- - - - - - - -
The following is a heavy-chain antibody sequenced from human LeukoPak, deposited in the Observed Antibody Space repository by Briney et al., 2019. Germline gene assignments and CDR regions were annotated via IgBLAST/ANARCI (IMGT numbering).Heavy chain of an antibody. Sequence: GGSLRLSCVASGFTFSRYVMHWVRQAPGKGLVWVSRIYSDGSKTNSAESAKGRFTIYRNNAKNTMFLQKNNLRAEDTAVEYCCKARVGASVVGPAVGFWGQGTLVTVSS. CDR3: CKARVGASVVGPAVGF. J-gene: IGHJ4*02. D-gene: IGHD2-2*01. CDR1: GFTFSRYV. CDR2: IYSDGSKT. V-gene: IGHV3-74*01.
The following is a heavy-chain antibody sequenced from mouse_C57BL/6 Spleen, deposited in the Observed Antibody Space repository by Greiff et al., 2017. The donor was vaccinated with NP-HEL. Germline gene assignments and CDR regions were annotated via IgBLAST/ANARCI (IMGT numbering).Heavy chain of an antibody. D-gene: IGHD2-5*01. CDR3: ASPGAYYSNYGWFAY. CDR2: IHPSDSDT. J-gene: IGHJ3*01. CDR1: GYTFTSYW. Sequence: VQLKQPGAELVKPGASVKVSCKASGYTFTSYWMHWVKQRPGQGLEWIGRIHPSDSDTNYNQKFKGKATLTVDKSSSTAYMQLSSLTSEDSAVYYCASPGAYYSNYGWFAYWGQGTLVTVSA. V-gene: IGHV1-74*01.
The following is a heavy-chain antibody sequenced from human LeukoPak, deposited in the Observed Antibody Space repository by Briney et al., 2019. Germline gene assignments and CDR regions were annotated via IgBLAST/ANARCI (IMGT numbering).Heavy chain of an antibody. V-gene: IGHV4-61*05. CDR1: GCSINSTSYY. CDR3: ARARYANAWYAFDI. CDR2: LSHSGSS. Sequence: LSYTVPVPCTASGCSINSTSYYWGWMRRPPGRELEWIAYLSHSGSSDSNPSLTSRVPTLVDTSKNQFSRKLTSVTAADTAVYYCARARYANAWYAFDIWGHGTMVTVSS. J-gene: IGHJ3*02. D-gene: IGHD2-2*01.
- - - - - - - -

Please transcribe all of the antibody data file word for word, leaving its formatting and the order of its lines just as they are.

The following is a heavy-chain antibody sequenced from human LeukoPak, deposited in the Observed Antibody Space repository by Briney et al., 2019. Germline gene assignments and CDR regions were annotated via IgBLAST/ANARCI (IMGT numbering).Heavy chain of an antibody. Sequence: GGSLRLSCVASGFTFSRYVMHWVRQAPGKGLVWVSRIYSDGSKTNSAESAKGRFTIYRNNAKNTMFLQKNNLRAEDTAVEYCCKARVGASVVGPAVGFWGQGTLVTVSS. CDR3: CKARVGASVVGPAVGF. J-gene: IGHJ4*02. D-gene: IGHD2-2*01. CDR1: GFTFSRYV. CDR2: IYSDGSKT. V-gene: IGHV3-74*01.
The following is a heavy-chain antibody sequenced from mouse_C57BL/6 Spleen, deposited in the Observed Antibody Space repository by Greiff et al., 2017. The donor was vaccinated with NP-HEL. Germline gene assignments and CDR regions were annotated via IgBLAST/ANARCI (IMGT numbering).Heavy chain of an antibody. D-gene: IGHD2-5*01. CDR3: ASPGAYYSNYGWFAY. CDR2: IHPSDSDT. J-gene: IGHJ3*01. CDR1: GYTFTSYW. Sequence: VQLKQPGAELVKPGASVKVSCKASGYTFTSYWMHWVKQRPGQGLEWIGRIHPSDSDTNYNQKFKGKATLTVDKSSSTAYMQLSSLTSEDSAVYYCASPGAYYSNYGWFAYWGQGTLVTVSA. V-gene: IGHV1-74*01.
The following is a heavy-chain antibody sequenced from human LeukoPak, deposited in the Observed Antibody Space repository by Briney et al., 2019. Germline gene assignments and CDR regions were annotated via IgBLAST/ANARCI (IMGT numbering).Heavy chain of an antibody. V-gene: IGHV4-61*05. CDR1: GCSINSTSYY. CDR3: ARARYANAWYAFDI. CDR2: LSHSGSS. Sequence: LSYTVPVPCTASGCSINSTSYYWGWMRRPPGRELEWIAYLSHSGSSDSNPSLTSRVPTLVDTSKNQFSRKLTSVTAADTAVYYCARARYANAWYAFDIWGHGTMVTVSS. J-gene: IGHJ3*02. D-gene: IGHD2-2*01.